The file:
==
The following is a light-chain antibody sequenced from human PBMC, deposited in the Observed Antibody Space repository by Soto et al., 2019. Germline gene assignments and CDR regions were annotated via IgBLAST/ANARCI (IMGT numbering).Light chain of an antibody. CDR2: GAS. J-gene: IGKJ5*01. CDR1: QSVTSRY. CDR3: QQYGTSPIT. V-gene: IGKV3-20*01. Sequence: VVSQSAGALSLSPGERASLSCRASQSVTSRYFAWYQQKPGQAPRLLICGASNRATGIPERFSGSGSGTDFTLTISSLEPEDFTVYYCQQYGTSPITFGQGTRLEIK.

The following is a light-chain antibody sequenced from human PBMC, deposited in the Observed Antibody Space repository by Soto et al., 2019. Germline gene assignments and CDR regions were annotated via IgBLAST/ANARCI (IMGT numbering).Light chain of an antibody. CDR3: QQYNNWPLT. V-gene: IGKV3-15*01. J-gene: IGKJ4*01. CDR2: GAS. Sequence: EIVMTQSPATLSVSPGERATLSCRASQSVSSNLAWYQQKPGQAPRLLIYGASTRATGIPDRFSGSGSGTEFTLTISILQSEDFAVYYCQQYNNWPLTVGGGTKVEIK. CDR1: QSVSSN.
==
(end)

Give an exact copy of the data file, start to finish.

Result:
The following is a light-chain antibody sequenced from human PBMC, deposited in the Observed Antibody Space repository by Soto et al., 2019. Germline gene assignments and CDR regions were annotated via IgBLAST/ANARCI (IMGT numbering).Light chain of an antibody. CDR2: GAS. J-gene: IGKJ5*01. CDR1: QSVTSRY. CDR3: QQYGTSPIT. V-gene: IGKV3-20*01. Sequence: VVSQSAGALSLSPGERASLSCRASQSVTSRYFAWYQQKPGQAPRLLICGASNRATGIPERFSGSGSGTDFTLTISSLEPEDFTVYYCQQYGTSPITFGQGTRLEIK.

The following is a light-chain antibody sequenced from human PBMC, deposited in the Observed Antibody Space repository by Soto et al., 2019. Germline gene assignments and CDR regions were annotated via IgBLAST/ANARCI (IMGT numbering).Light chain of an antibody. CDR3: QQYNNWPLT. V-gene: IGKV3-15*01. J-gene: IGKJ4*01. CDR2: GAS. Sequence: EIVMTQSPATLSVSPGERATLSCRASQSVSSNLAWYQQKPGQAPRLLIYGASTRATGIPDRFSGSGSGTEFTLTISILQSEDFAVYYCQQYNNWPLTVGGGTKVEIK. CDR1: QSVSSN.